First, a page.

The guilt of dating

“Wretch. Don’t go! Don’t feel bad, you can totally back out.”

I had sat staring at that text from my friend Chum, knowing she was completely right. Everything in my gut was telling me not to go.

Yet I had found myself feeling guilty enough to end up at the Chili’s at the Legends outlet malls anyway, confronting three of my biggest nightmares: dating, outlet malls, and casual dining chains. The fact that this random dude had even suggested this as a date was a huge red flag for a girl who prefers local bistros and shopping online at Mod Cloth. It took everything in me to muster up the guts to go.

When I told her about the interaction that led to our date, Chum immediately knew what the problem was: I’m too nice. I had more or less been guilted into going on a date with this guy because he sent me a message in which he complimented my curly hair. IĀ  then made the mistake of looking at his profile, which said he hated people who wouldn’t respond to messages; that a simple, “I’m not interested” would be best. So for three weeks, his comments haunted me until I finally just responded, “Thanks.” (I blame my Mom for making me so polite and not just ignoring the guy altogether.)

His message back was not only lightening-fast, but also fairly snotty: Finally responding after three weeks? Nice. LOL.

LOL? I should have ignored him then. However, things escalated quickly ā€” way beyond my control. It was because I felt the need to apologetically retort. Which calmed him down. And then that made me feel bad and I continued a conversation with him. And eventually, this growing guilt turned into a lunch date at a restaurant I hate with all of my being.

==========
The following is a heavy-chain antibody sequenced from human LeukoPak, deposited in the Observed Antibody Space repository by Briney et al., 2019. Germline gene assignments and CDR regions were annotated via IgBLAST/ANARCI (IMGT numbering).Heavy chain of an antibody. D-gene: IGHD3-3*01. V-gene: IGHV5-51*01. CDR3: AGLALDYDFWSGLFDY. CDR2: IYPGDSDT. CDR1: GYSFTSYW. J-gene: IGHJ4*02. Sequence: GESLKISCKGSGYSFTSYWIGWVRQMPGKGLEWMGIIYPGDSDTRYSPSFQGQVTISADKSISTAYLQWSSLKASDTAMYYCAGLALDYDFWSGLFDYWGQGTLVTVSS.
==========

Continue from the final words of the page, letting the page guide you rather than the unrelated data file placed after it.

Which is how I found myself sitting on a park bench in front of Chili’s, waiting on somebody I knew I would have no interest in dating.

My gut told me to run away before he showed up. And then again when he arrived, particularly because when arrived ā€” 10 minutes late ā€” he commented on how fancy I looked in my $25 cotton maxi dress from Target. It was the most comfortable thing I owned.

We sat down to eat and I scoured the menu for vegetarian options. As suspected, appetizers are about the only options for me in casual dining purgatory, so when he ordered a burger, and I got a margherita flat bread appetizer, he pried.

“I’m a vegetarian, it’s the only thing I can eat on the menu,” I said.

“Oh, I love meat,” he said. “I hope that doesn’t ruin things for our future.”

I cringed and thought, “Eat all the meat you want, buddy. We have no future.”

We made small talk as he fumbled with his phone, frequently texting random people and commenting on how busy he is because he owns a construction company and has three boys. He blandly talked about building giant houses. I tried to make small talk, mentioning the days I spent advertising for home builders and communities in North Carolina. It was one of the hardest conversations I have ever had.

I told him about writing and roller derby. I explained that I have no free time due to practices and traveling for games. I hoped maybe he would get the hint.

The date seemed to go on for eternity, until finally, it was time for him to get back to work. I offered to pay for my app. But he insisted he’d pay. As he signed his name to the receipt, he closed the bill folder triumphantly and said, “Well, our first date is in the books!”

We walked outside and I hurriedly thanked him. We said our goodbyes and was happy to realize I had never given him my phone number.

As I backed out of the Chili’s parking lot and headed home, my phone began to ping with dating app messages. I waited a day before I checked them and saw, “Hi. I’m sorry I was so nervous. You were just so smart and pretty that I couldn’t help but get nervous.”

He asked for a second date. And rather than feel guilty, I deleted the app and never looked back.

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